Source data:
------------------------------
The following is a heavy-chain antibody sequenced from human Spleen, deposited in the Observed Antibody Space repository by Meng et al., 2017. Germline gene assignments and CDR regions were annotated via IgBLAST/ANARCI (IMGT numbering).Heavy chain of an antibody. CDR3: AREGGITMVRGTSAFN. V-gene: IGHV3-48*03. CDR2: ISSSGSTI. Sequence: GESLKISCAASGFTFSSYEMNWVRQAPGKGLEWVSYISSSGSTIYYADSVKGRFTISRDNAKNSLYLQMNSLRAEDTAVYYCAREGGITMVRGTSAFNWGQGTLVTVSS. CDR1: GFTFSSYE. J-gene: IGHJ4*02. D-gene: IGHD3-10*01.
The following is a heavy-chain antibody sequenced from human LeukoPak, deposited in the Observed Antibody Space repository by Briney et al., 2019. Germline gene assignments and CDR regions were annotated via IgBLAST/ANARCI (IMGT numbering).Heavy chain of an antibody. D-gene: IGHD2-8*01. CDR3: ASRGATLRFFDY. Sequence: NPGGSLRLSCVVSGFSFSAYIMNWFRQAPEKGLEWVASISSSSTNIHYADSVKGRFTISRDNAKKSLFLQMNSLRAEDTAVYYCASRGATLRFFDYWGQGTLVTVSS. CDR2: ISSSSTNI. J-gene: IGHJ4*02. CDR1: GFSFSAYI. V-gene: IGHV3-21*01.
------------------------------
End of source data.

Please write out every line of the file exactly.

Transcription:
The following is a heavy-chain antibody sequenced from human Spleen, deposited in the Observed Antibody Space repository by Meng et al., 2017. Germline gene assignments and CDR regions were annotated via IgBLAST/ANARCI (IMGT numbering).Heavy chain of an antibody. CDR3: AREGGITMVRGTSAFN. V-gene: IGHV3-48*03. CDR2: ISSSGSTI. Sequence: GESLKISCAASGFTFSSYEMNWVRQAPGKGLEWVSYISSSGSTIYYADSVKGRFTISRDNAKNSLYLQMNSLRAEDTAVYYCAREGGITMVRGTSAFNWGQGTLVTVSS. CDR1: GFTFSSYE. J-gene: IGHJ4*02. D-gene: IGHD3-10*01.
The following is a heavy-chain antibody sequenced from human LeukoPak, deposited in the Observed Antibody Space repository by Briney et al., 2019. Germline gene assignments and CDR regions were annotated via IgBLAST/ANARCI (IMGT numbering).Heavy chain of an antibody. D-gene: IGHD2-8*01. CDR3: ASRGATLRFFDY. Sequence: NPGGSLRLSCVVSGFSFSAYIMNWFRQAPEKGLEWVASISSSSTNIHYADSVKGRFTISRDNAKKSLFLQMNSLRAEDTAVYYCASRGATLRFFDYWGQGTLVTVSS. CDR2: ISSSSTNI. J-gene: IGHJ4*02. CDR1: GFSFSAYI. V-gene: IGHV3-21*01.